Expression: Culture - Celebrating Mexican Art

Mexico art Expression: Culture – Celebrating Mexican Art

Mexico Art

This last part is declined in a photo exhibition of the artist photographer CAP Gomez Garrido Ricardo which gives to see a series of very beautiful photos hung on the picture rails of the hall of the room Ibn-Zeydoun and this, until October 4th. Placed under the theme A view from the heights, this exhibition brings together several of the most stunning and hovering photos, highlighting the beauty and charm of the natural landscapes of Mexico. Aerial shots, these color photos make you dizzy both by their depth and by the aesthetic quality displayed.
La Condesa, one of the trendiest neighborhoods in Mexico City, but also the city of Santa Fe, capital of the State of New Mexico, the bullring of Mexcio and the Plaza de Toros, the Bellas Artes Theater, the angel of independence, The Popocatepetl, one of the most active volcanoes in Mexico are the few subjects treated with mastery and aestheticism. In addition to this exhibition, the lobby of the Sofitel hotel is decorated with reproductions of the work of the famous Frida Kahlo alias Magdalena Carmen Frida Kahlo Calderón.
Born on July 6, 1907 in Coyoacán, Mexico, and died on July 13, 1954, Frida Kahlo was a Mexican painter who played an important role in the Mexican artistic movement of her time. Although she was the companion of one of the greatest painters of her time, she developed her own form of artistic expression. She was an artist in every sense of the word. Not only did she paint extraordinary portraits, still lifes and self-portraits, her creativity spans all areas of her life. She was able to translate her inner world through painting. She built an art made of personal symbols, which allowed her to express her feelings, her emotions and her physical discomfort.
At the same time, she has created a cult figure that provokes as much admiration as compassion for all those who approach her art. Frida began to paint with her father’s oil paint brushes. As a child, she contracted poliomyelitis, a disease that weakened her right leg. When she was 18, a truck she was traveling in collided with a streetcar. The accident was so violent that she had to stay in bed for several months. Her mother adapted an easel and a mirror above her bed. Frida wanted to be a doctor, but she found therapy in painting. She saved his life. Frida was one of the great promoters of Mexican art and traditions. Following the Mexican Revolution, there was great interest in creating a national identity from indigenous and mestizo heritage. The residents were great collectors of pre-Columbian and popular art, they loved the theater, the dance and the music of their people. Frida was one of the first women to proudly wear the costumes of the country. The painter is inspired by subjects and materials from Mexican popular culture and art, putting her personal stamp on them. Thirty-two works by Frida are exhibited at the Sofitel, all linked to her tormented life.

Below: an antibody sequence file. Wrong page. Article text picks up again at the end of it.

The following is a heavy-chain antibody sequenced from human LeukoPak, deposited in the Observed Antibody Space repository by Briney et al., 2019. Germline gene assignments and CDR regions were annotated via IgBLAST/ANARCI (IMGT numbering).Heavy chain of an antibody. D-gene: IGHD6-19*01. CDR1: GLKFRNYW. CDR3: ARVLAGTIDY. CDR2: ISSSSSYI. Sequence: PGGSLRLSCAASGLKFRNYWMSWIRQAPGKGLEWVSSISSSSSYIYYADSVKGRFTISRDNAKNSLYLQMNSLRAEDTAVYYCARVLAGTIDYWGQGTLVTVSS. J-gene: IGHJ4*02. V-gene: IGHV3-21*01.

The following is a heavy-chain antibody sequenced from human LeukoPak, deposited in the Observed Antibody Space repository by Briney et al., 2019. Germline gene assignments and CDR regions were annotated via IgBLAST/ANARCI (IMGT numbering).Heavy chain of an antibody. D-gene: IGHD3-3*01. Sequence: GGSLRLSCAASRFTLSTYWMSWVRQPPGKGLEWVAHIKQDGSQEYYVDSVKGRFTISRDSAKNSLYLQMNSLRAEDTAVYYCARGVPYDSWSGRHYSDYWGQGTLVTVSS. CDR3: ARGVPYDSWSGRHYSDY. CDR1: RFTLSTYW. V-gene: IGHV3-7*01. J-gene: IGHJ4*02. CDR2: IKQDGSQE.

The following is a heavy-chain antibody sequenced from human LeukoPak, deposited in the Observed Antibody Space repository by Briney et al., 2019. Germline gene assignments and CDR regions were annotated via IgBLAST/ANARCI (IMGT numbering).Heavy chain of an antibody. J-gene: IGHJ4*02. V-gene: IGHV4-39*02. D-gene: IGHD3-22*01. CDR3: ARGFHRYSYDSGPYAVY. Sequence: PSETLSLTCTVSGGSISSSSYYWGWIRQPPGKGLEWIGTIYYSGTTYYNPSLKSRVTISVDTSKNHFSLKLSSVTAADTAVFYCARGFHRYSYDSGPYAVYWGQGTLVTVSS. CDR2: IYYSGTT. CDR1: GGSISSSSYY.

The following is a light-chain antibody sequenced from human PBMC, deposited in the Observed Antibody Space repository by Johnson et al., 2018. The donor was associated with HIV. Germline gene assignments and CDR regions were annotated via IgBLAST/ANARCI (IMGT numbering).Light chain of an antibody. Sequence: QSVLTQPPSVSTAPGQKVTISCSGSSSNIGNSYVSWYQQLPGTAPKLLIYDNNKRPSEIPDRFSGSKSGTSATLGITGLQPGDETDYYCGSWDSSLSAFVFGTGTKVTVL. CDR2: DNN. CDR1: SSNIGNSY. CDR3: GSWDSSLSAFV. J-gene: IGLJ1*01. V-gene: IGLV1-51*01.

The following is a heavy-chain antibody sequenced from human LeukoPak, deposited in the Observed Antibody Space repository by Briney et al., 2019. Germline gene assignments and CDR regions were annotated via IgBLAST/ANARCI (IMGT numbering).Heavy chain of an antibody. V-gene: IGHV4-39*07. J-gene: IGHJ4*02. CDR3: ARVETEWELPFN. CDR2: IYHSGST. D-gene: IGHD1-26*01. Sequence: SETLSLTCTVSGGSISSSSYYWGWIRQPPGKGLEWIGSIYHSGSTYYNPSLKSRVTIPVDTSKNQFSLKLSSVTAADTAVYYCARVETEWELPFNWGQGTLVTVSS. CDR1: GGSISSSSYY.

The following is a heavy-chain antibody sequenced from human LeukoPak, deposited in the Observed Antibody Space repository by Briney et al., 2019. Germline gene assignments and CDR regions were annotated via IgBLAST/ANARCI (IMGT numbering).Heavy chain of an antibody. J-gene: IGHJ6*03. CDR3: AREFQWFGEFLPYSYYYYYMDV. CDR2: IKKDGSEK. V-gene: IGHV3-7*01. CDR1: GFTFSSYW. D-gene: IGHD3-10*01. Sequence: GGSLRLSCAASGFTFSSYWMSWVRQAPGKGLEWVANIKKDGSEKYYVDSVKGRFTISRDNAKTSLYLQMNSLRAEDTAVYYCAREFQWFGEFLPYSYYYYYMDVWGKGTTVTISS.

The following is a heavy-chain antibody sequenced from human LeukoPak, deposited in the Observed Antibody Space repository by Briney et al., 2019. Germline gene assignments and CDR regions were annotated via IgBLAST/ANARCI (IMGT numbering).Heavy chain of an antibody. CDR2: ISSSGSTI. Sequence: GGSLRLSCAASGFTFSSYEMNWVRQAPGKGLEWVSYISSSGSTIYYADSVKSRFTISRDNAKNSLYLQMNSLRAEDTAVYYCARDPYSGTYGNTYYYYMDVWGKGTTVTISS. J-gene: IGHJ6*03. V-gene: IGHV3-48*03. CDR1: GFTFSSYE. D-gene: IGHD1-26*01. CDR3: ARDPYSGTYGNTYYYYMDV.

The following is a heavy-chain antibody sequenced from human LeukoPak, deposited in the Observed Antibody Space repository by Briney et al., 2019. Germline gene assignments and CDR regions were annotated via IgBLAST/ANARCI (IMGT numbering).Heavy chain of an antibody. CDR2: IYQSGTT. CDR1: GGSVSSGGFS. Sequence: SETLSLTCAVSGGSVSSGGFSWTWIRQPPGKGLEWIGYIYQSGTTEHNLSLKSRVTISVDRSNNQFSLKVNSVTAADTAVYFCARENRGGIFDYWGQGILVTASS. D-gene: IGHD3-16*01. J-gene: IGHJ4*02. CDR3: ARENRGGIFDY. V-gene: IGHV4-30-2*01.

Among these self-portraits there is one, most intriguing with the half-naked torso, to represent the numerous surgical operations she underwent at the level of the spine. She wears a steel corset as prescribed by the doctors when her condition worsened. This painting recalls the image of the Holy Martyr. The nails that pierce the body of the artist make us feel the intense pain she suffered. Each painting thus illustrates a period of his life, each painting reproduction. Frida adored children, but due to the fragility of her health she was never able to have any. Another most surprising painting is the one where she restores one of her abortions. Several red ribbons connect Frida to symbols, a basin, a snail, a flower. Three elements draw our attention, the snail which illustrates the slowness of the abortion, the orchid which is similar to the one that a man gave her, and finally her pelvis damaged by the accident, as the main cause of her misery. Frida has always been surrounded by photographers. His father, in addition to being an amateur painter, was also a professional photographer. One of his grandfathers was a seller of photographic equipment in Europe.
Frida was surrounded by photographs that she hung on the headboard of her hospital bed, where she spent long periods. Sometimes these images served as a model for painting his paintings. Frida was a very cheerful and fun person, she loved to sing, dance and tell jokes, she was in love with detail and beauty, whether to make herself beautiful or to cook, to decorate her house: she loved life! All this information on the life and work of Frida accompanies these photographic reproductions at the Sofitel hotel. They thus inform us about this woman who, despite her suffering, knew how to transform her pain into a strength. Such a special art made by an exceptional woman. To (re)discover absolutely!

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